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When the mobile and wireless industry assembles for its major annual confab next week in Las Vegas, it will be with a mixture of elation and anxiety. Rarely has an industry been transformed so swiftly, and with so many competing forces, than the U.S. wireless business since the last CTIA Wireless convention, in March 2007.
A brief outline of the changes in the industry would start with last June's release of the iPhone, which has transformed perceptions of what a mobile device is capable of for both consumers and vendors.
Earlier this month Apple announced the launch of the software development kit for the popular mobile Internet device. Meanwhile, the emergence of new open source mobile platforms led by Android, from Google, as well as corresponding moves by big U.S. wireless carriers (in particular Verizon Wireless) to open their networks to independent devices and applications, is leading many observers to speak of a new era in the wireless industry in this country.
Add to that the conclusion of the FCC's 700 MHz auction, which promises to finally lead to the establishment of an open-access wireless broadband network in this country, and you've got an industry undergoing its biggest transformation since 1968, when the FCC increased the available frequencies for wireless telecommunications, opening the way for the modern cell-phone industry.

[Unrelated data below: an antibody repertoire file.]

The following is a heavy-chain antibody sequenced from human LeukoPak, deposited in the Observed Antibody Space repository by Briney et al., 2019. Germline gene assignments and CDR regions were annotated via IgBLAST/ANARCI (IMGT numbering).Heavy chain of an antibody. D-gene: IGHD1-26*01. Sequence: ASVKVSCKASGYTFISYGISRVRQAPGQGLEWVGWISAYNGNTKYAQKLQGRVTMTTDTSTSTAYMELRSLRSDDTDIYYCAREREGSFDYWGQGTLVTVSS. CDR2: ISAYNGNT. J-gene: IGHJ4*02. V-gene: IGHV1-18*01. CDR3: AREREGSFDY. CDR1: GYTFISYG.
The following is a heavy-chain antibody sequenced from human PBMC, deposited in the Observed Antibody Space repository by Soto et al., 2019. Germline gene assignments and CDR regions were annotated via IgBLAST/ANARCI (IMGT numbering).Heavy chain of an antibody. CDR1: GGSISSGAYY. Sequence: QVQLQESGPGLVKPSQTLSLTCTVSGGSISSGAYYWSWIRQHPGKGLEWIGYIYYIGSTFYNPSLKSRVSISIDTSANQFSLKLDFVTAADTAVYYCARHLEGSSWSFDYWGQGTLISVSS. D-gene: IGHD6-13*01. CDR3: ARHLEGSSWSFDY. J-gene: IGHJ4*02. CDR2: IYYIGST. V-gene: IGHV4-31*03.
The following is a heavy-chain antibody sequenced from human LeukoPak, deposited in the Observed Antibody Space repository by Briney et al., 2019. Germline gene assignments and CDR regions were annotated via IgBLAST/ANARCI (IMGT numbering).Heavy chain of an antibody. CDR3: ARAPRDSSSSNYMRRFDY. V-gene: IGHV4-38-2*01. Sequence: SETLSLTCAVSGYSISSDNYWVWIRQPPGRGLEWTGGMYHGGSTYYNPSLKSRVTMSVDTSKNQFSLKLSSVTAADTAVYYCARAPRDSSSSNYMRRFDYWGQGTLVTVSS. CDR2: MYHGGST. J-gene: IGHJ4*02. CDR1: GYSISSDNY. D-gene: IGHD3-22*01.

Meanwhile, some analysts are saying that the spectacular growth in global handset sales over the last few years will slow, if not halt, in 2008. IMS Research predicts that worldwide shipments of new mobile phones will grow to 1.2 billion in 2008, an increase of 5.7% over 2007. Cell phone sales have been growing at double-digit rates for the last several years. The slowdown will be caused by several factors, the research firm says, including a likely U.S. recession and a decline in replacement handset sales in nearly saturated markets like the United States and Western Europe.
Against that turbulent and promising backdrop, here's what to look for this week in Sin City: